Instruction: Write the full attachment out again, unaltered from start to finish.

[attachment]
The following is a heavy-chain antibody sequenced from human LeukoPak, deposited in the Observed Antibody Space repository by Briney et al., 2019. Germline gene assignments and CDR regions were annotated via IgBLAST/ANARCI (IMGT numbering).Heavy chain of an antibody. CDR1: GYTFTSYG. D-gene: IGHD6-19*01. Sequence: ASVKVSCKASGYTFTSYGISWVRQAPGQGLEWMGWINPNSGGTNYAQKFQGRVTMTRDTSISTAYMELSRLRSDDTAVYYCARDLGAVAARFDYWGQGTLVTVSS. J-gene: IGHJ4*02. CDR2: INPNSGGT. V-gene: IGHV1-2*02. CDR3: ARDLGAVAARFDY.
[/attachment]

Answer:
The following is a heavy-chain antibody sequenced from human LeukoPak, deposited in the Observed Antibody Space repository by Briney et al., 2019. Germline gene assignments and CDR regions were annotated via IgBLAST/ANARCI (IMGT numbering).Heavy chain of an antibody. CDR1: GYTFTSYG. D-gene: IGHD6-19*01. Sequence: ASVKVSCKASGYTFTSYGISWVRQAPGQGLEWMGWINPNSGGTNYAQKFQGRVTMTRDTSISTAYMELSRLRSDDTAVYYCARDLGAVAARFDYWGQGTLVTVSS. J-gene: IGHJ4*02. CDR2: INPNSGGT. V-gene: IGHV1-2*02. CDR3: ARDLGAVAARFDY.